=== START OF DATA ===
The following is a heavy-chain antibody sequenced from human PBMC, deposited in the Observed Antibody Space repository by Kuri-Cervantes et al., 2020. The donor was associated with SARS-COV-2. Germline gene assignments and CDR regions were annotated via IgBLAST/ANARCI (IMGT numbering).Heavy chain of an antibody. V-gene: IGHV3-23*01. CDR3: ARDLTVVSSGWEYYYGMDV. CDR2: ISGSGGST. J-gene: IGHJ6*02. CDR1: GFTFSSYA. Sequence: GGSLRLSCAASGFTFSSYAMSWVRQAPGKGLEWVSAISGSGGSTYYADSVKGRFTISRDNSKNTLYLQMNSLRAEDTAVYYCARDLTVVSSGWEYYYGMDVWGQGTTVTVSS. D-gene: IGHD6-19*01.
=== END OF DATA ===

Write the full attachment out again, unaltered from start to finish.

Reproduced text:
The following is a heavy-chain antibody sequenced from human PBMC, deposited in the Observed Antibody Space repository by Kuri-Cervantes et al., 2020. The donor was associated with SARS-COV-2. Germline gene assignments and CDR regions were annotated via IgBLAST/ANARCI (IMGT numbering).Heavy chain of an antibody. V-gene: IGHV3-23*01. CDR3: ARDLTVVSSGWEYYYGMDV. CDR2: ISGSGGST. J-gene: IGHJ6*02. CDR1: GFTFSSYA. Sequence: GGSLRLSCAASGFTFSSYAMSWVRQAPGKGLEWVSAISGSGGSTYYADSVKGRFTISRDNSKNTLYLQMNSLRAEDTAVYYCARDLTVVSSGWEYYYGMDVWGQGTTVTVSS. D-gene: IGHD6-19*01.